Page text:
Eating quality products, healthy dishes or meals in accordance with your diet? Many people aspire to this. However, affording it is a real luxury for small budgets, especially for students.
To remedy this, FoodTech is rethinking the entire chain, and is now developing concrete solutions that make it possible to rebalance expenditure items and increase the quality of meals served, thanks to robotics.
Food: a substantial budget for students
170 per month is the food and living expenses budget of French students, which is less than six euros per day on average. It represents their second largest expense, out of a monthly budget of 635 euros. At the same time, the cost of food purchases is increasing every year, especially in comparison with the rest of Europe. The data revealed by Eurostat this autumn show a gap of between +8% and +15% in eight years compared to the European average 2. Several factors explain this situation, such as the emergence of local and regional products sold in hypermarkets. More expensive to produce, they are driving up prices, particularly for fruit and vegetables.
Faced with such a context, how can students cope? While the collective consciousness on “eating well” is evolving and more and more, young people are looking for fresh, healthy and eco-responsible food options, the big fast food players are no longer able to deliver the value we want. Indeed, their strategy for the past 40 years has been to reduce “material” costs by buying ultra-standardized products full ofThe result is restaurants that serve “cheap” food, but are not able to deliver the value we want. The result is restaurants that serve substandard meals produced in an assembly line by overworked crew members for customers who unfortunately cannot afford better, and always in the forefront, students.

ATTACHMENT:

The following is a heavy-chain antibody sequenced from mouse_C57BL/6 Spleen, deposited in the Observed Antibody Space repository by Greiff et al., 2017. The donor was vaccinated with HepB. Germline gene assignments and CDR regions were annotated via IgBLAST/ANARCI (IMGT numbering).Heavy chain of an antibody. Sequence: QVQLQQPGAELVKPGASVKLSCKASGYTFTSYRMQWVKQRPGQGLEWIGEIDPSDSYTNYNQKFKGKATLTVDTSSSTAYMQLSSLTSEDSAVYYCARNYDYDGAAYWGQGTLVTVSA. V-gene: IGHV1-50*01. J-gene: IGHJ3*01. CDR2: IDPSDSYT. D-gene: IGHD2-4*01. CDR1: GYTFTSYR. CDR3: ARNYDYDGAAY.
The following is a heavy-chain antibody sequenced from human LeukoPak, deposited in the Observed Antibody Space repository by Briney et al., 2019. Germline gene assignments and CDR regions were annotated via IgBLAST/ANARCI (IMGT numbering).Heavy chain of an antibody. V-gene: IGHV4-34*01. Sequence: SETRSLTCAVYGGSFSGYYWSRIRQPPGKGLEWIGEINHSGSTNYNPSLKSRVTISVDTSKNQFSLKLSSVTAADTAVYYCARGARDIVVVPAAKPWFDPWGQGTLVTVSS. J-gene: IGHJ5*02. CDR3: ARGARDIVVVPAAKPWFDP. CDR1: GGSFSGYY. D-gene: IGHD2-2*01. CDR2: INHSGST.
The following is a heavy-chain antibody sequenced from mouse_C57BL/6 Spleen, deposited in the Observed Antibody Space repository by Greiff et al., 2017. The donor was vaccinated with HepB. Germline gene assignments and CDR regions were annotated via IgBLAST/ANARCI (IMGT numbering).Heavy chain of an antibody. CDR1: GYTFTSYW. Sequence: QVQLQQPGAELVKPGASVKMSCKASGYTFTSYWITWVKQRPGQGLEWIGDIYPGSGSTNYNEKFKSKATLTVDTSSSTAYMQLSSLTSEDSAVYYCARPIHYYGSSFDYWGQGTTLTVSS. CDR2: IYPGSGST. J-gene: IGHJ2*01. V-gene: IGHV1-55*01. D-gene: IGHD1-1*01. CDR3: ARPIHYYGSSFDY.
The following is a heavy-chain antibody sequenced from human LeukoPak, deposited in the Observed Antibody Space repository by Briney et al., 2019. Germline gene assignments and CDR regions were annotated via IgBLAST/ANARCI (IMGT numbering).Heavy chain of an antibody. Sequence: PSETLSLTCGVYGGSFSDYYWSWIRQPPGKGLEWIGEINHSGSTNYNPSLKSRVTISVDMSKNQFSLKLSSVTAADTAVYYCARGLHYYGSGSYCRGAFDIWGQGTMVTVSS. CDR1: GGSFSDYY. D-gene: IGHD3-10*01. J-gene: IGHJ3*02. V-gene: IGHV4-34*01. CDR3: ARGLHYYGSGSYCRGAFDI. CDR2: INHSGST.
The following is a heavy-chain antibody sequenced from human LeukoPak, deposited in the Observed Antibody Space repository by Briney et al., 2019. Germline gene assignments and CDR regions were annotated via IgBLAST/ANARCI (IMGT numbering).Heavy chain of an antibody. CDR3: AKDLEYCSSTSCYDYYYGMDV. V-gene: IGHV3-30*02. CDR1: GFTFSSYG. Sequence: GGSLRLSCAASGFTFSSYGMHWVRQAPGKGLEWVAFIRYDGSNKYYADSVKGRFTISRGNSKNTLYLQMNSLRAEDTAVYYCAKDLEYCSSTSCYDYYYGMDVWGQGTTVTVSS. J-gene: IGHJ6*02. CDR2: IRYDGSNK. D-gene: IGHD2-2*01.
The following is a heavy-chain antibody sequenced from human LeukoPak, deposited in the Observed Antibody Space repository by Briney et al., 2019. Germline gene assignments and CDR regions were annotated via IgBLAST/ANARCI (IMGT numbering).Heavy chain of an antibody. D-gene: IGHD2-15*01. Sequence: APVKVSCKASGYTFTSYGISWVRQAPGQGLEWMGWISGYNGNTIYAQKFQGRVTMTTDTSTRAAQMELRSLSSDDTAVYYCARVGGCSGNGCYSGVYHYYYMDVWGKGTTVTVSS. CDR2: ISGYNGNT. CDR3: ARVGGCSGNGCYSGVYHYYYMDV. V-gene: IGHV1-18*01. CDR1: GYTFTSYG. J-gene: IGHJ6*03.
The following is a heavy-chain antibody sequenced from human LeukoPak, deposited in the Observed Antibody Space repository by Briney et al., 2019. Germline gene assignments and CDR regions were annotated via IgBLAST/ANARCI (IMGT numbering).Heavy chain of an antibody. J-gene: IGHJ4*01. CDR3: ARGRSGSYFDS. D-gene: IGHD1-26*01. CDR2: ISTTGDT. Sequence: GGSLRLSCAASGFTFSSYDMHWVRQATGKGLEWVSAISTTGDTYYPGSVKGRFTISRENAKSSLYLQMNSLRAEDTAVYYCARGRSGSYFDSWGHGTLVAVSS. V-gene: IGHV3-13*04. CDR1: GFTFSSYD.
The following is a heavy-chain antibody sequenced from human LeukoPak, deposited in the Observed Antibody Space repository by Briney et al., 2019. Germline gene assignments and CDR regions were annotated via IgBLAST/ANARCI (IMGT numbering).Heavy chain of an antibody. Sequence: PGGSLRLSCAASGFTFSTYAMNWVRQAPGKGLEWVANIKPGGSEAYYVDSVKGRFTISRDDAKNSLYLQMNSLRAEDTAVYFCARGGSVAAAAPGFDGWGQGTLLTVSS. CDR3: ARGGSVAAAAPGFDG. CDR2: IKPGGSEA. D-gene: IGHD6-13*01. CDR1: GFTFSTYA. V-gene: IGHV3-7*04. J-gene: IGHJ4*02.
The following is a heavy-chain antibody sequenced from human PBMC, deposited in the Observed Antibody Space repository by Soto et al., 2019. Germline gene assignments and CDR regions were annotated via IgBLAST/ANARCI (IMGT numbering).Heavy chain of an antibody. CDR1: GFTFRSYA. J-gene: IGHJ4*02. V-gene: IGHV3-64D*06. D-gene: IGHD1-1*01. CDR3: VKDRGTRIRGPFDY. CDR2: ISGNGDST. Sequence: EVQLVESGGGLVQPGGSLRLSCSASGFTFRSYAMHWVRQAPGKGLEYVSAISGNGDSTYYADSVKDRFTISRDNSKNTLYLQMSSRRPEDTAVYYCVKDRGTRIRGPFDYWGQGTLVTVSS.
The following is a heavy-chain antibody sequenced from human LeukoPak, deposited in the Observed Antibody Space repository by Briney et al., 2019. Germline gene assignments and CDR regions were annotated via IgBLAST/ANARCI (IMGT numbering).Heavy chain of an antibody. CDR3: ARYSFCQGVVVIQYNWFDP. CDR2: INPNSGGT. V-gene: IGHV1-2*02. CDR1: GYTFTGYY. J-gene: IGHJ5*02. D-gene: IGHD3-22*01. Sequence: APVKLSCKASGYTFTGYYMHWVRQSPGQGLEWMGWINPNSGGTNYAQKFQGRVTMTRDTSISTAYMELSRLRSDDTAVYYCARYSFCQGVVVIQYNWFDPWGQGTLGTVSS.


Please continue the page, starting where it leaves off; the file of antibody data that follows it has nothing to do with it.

While an attractive selling price remains the primary incentive to purchase, the public authorities have, for their part, targeted the possibility of increasing students’ budgets. For example, the French government has put measures on the table, such as the idea of creating a “student meal ticket”, which was finally discarded, in favor of financial aid for students who are far from university restaurants.
Technological innovation at the service of the restaurant industry
In order to offer affordable products in line with consumers’ growing dietary considerations, reinventing the current model is no longer an option. And that’s where technology comes in. Entrepreneurs need to go further in thinking about how to bring more value back to the customer throughout the chain, so that everyone wins. And among the innovations coming out of FoodTech, robotics has been making its mark in recent months, bringing real added value to customers.
In concrete terms, the robot assists team members with repetitive and dangerous tasks (cooking, assembly) and allows for lightning-fast meal production, while reducing drudgery. Thus freed by technology, team members can now focus on finalizing the dishes and dealing directly with customers. This increase in productivity leads to a reduction in costs that are passed on to consumers. The increased profits are reinvested directly into sourcing and purchasing quality ingredients. Eating well then becomes more affordable.
The goal of robotics is to automate non-value-added tasks, not to reduce the workforce. It allows us to rethink the way the restaurant industry works. On the creative side, robots are not intended to replace chefs, who are still at the center of a model based primarily on the quality and flavor of recipes. They appear as an aid to production: a quality meal will cost less to produce and will sell for less.
Far from its industrial perspectives, innovation becomes a lever for the democratization of healthy food for all budgets. And this is to the delight of students, who are now the driving force behind this new approach to catering.